A DRIVER responsible for a crash which seriously injured a woman and her young son has “ruined” his victims’ lives, a court has heard.

Matthew Harvey was behind the wheel of his Audi A1 when he struck a VW Lupo in Charminster Avenue on October 8, last year.

The Lupo then hit Natalya Boyd, who was walking on the pavement with three-year-old son Daniel.

The collision pinned Mrs Boyd and the toddler to a brick wall, with both suffering “devastating” injuries.

At Bournemouth Magistrates’ Court on February 18, Harvey, of Charminster Avenue, admitted driving without due care and attention.

Jason Spellman, prosecuting, said the defendant, 27, had pulled up at the junction of Gresham Road and Charminster Avenue at around 9am on the day of the crash.

Alice Reynolds, who was driving The Lupo had arrived on the opposite side of the crossroads moments earlier and began to turn right.

However, as it did, the Audi also pulled out and collided with the car.

“This is something the prosecution can’t explain,” Mr Spellman said.

“The Lupo must have been plain to see. The Audi collided with the front passenger door of the Lupo and as a result the Lupo veered on to the pavement and collided with the victims as they walked along Charminster Avenue,” Mr Spellman said.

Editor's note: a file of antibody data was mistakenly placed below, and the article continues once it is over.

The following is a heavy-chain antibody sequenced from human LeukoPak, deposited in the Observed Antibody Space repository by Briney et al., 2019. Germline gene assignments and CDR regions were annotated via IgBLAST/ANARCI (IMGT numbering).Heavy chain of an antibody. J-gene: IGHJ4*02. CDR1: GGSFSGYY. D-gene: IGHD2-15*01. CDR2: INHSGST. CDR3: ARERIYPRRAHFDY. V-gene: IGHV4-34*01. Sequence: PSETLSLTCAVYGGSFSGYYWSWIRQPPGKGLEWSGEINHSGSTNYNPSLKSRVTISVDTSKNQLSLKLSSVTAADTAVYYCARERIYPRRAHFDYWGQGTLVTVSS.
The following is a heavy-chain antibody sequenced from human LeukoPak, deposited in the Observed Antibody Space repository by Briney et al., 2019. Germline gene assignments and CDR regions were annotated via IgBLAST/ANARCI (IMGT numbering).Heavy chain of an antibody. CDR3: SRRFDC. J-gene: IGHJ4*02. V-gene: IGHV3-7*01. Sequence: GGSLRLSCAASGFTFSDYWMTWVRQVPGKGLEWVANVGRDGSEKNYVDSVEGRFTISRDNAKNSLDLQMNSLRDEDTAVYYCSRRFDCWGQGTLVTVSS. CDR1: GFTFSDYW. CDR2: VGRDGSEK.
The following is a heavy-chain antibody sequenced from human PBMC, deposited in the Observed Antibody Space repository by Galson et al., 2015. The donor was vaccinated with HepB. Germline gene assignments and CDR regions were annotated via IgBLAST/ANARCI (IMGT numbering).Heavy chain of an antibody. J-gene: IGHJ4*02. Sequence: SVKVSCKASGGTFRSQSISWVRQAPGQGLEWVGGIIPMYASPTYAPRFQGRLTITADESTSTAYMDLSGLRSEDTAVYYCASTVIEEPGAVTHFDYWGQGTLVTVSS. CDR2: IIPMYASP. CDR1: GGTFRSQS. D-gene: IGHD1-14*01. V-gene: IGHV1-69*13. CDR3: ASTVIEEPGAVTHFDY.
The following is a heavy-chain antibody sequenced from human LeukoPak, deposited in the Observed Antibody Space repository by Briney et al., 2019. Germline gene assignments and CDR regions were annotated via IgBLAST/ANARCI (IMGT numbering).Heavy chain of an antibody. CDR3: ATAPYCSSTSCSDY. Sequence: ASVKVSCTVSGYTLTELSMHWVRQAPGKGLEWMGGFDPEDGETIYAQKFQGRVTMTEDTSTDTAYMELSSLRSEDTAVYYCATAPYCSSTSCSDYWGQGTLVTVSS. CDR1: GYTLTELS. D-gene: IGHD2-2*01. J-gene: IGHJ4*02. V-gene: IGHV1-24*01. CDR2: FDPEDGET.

Mrs Boyd suffered life-changing injuries to both of her legs, while Daniel suffered life-threatening head injuries.

A victim impact statement was read aloud to the court by Mr Spellman.

It was heard that Mrs Boyd required three operations to her legs, with at least two more planned, and has been left virtually housebound as a result of the crash.

She faces at least two more years of recovery and has been told she may never run again, the court heard.

Daniel also still has a fragment of bone in his brain and suffers nightmares, Mr Spellman said.

Reading from the statement, the prosecutor said: “I would tell the driver, you have ruined my life.

“It has completely been turned upside down and you’re lucky you haven’t killed my son.”

Malcolm Underhill, mitigating for Harvey, said the collision had happened because of a “momentary lapse of judgement”.

“[This had] devastating consequences in terms of injuries,” he said.

“This is a comparatively low velocity impact.”

He said both of the vehicles had been travelling at between five and 10 miles per hour at the time of the crash.

Harvey, who works in futures and options at JP Morgan and is a former community coach at AFC Bournemouth, has been handed six points on his licence and fines and costs totalling £376.